“I am determined that these mistakes do not happen again, which is why we have already made a number of changes,” Ms Dlomu said.
 

KPMG is continuing to lose clients in South Africa over the scandal. One of the country’s top universities, Johannesburg’s Wits, cut ties this week. South African banks are also pushing KPMG for more information on the work it did for the Guptas.
 

The global accounting network, KPMG International, has ordered an independent inquiry into the work of the South African firm. Ms. Dlomu has said the findings will be made public. “This is not window dressing. The reason we are calling for an independent inquiry is to establish facts,” she told MPs on Thursday.

South Africa’s independent regulatory board for auditors is also investigating KPMG over the scandal. Last month John Veihmeyer, outgoing chairman of KPMG International, apologised “for what went wrong in KPMG South Africa”.
 

Lesetja Kganyago, the governor of the South African central bank, told the Financial Times this week that “KPMG has got to own up” over its failings.

“They have accepted work they should not have accepted. This is a global firm that is supposed to have global standards and understandably clients will be asking lots of questions,” he said.
 

Protesters also picketed the Johannesburg office of McKinsey on Thursday, with civil society campaigners criticising the consultant for allegedly securing a contract with Eskom, the state power monopoly, through the influence of a Gupta-linked company. McKinsey has denied the allegations and any involvement in corruption.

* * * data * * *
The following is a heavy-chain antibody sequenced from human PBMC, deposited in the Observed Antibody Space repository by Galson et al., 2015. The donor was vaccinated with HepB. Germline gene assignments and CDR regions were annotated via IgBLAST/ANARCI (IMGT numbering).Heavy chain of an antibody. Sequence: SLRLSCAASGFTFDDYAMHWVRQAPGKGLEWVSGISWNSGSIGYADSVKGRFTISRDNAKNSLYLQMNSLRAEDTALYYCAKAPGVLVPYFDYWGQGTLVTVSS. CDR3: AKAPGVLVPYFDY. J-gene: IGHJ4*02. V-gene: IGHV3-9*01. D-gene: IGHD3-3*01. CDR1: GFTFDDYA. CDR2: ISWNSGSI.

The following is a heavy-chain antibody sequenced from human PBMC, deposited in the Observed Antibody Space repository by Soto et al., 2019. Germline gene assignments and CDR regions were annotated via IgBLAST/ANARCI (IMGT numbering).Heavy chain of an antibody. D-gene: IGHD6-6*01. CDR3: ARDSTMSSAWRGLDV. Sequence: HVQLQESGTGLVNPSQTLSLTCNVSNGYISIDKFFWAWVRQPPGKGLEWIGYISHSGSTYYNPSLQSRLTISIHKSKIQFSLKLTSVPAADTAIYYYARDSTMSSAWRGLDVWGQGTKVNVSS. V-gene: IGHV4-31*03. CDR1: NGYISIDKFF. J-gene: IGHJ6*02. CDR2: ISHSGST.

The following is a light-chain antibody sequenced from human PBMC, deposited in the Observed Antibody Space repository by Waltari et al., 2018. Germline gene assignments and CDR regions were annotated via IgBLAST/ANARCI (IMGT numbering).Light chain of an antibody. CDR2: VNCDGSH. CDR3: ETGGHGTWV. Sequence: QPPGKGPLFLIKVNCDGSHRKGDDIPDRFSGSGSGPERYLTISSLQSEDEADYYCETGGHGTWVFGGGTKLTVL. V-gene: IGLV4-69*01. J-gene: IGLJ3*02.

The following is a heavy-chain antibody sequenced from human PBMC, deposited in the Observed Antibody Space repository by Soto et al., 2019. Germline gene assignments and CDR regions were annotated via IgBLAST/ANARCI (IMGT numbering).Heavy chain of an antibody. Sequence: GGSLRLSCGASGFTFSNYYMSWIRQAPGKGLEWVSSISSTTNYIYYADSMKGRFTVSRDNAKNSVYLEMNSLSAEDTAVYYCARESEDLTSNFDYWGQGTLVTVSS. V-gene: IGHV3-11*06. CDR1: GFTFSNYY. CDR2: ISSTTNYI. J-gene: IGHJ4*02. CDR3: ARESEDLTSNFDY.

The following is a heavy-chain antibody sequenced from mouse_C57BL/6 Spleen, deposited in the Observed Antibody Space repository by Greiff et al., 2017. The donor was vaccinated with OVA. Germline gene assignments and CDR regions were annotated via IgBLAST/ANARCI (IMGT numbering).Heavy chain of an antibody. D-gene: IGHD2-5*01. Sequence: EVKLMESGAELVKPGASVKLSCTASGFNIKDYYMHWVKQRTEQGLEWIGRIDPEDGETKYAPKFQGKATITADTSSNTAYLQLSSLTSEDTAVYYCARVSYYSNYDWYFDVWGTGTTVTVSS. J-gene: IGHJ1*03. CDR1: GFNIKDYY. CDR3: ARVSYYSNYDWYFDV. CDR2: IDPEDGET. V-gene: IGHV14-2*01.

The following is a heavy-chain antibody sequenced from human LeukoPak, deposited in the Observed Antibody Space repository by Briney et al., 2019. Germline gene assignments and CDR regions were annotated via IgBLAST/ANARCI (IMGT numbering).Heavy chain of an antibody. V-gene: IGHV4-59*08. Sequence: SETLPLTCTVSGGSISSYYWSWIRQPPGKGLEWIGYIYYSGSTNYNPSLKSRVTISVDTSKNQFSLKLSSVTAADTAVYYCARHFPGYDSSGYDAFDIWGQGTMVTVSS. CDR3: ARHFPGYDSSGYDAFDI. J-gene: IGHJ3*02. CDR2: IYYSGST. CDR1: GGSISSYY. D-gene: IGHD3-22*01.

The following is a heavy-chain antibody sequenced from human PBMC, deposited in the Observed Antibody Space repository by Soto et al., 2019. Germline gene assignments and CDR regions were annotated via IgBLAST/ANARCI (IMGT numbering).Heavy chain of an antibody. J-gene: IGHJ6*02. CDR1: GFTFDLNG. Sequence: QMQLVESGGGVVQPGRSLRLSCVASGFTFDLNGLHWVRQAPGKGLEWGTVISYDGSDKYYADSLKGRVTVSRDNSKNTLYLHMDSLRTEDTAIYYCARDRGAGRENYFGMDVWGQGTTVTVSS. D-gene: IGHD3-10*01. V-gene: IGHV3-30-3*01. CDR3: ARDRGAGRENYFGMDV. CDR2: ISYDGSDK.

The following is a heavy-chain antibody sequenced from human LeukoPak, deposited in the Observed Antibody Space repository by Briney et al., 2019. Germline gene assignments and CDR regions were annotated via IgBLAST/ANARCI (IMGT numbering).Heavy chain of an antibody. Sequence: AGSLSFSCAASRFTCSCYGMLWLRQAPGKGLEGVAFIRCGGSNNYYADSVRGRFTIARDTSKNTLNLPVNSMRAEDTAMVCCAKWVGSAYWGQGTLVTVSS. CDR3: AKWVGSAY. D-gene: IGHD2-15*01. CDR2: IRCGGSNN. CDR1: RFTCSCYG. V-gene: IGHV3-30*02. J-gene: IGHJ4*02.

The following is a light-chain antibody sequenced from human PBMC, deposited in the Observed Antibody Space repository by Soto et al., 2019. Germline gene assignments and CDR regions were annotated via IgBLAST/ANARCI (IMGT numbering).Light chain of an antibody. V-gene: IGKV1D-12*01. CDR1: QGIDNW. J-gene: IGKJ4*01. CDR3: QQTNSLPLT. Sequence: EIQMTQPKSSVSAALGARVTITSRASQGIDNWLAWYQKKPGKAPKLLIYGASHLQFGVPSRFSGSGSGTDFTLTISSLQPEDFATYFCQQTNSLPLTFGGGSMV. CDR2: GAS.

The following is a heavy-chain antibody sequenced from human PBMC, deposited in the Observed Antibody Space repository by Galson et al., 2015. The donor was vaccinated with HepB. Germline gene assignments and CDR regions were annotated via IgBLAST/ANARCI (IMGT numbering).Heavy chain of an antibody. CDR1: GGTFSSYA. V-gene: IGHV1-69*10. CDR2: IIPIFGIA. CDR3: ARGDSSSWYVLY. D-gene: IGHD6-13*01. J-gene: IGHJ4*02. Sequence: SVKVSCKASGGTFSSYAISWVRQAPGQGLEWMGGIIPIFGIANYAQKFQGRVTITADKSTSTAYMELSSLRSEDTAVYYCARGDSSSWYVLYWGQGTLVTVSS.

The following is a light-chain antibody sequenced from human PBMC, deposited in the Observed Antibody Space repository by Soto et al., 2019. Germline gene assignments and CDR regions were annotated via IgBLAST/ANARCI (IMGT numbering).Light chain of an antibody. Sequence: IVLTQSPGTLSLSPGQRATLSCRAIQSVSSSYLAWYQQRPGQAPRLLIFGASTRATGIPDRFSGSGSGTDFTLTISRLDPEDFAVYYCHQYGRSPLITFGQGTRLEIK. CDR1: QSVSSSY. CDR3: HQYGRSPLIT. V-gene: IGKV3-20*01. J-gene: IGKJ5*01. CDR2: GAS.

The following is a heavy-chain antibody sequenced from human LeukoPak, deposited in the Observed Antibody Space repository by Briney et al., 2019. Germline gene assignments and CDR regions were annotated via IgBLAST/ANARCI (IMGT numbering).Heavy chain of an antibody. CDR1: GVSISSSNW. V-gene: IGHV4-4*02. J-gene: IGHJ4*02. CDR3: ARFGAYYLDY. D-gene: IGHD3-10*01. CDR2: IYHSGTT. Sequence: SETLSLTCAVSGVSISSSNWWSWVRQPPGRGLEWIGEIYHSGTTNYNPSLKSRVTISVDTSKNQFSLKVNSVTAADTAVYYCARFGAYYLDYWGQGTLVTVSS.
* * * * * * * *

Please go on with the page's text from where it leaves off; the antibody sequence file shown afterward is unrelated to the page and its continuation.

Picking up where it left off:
While KPMG was trying to keep the South African tornado under the lid, Donald Trump, President of the United States of America launched his hurricane first against Kim Jong Un the Supreme Leader of North Korea when he took the podium at the United Nations for the first time since he became president of the most powerful nation on earth on January 20, 2017.
 

PRESIDENT TRUMP:
Mr. Secretary General, Mr. President, world leaders, and distinguished delegates: Welcome to New York. It is a profound honour to stand here in my home city, as a representative of the American people, to address the people of the world. 

As millions of our citizens continue to suffer the effects of the devastating hurricanes that have struck our country, I want to begin by expressing my appreciation to every leader in this room who has offered assistance and aid. The American people are strong and resilient, and they will emerge from these hardships more determined than ever before.
 

Fortunately, the United States has done very well since Election Day last November 8th. The stock market is at an all-time high -- a record. Unemployment is at its lowest level in 16 years, and because of our regulatory and other reforms, we have more people working in the United States today than ever before. Companies are moving back, creating job growth the likes of which our country has not seen in a very long time. And it has just been announced that we will be spending almost $700 billion on our military and defense.
 

Our military will soon be the strongest it has ever been. For more than 70 years, in times of war and peace, the leaders of nations, movements, and religions have stood before this assembly. Like them, I intend to address some of the very serious threats before us today but also the enormous potential waiting to be unleashed.
 

We live in a time of extraordinary opportunity. Breakthroughs in science, technology, and medicine are curing illnesses and solving problems that prior generations thought impossible to solve.
 

But each day also brings news of growing dangers that threaten everything we cherish and value. Terrorists and extremists have gathered strength and spread to every region of the planet. Rogue regimes represented in this body not only support terrorists but threaten other nations and their own people with the most destructive weapons known to humanity.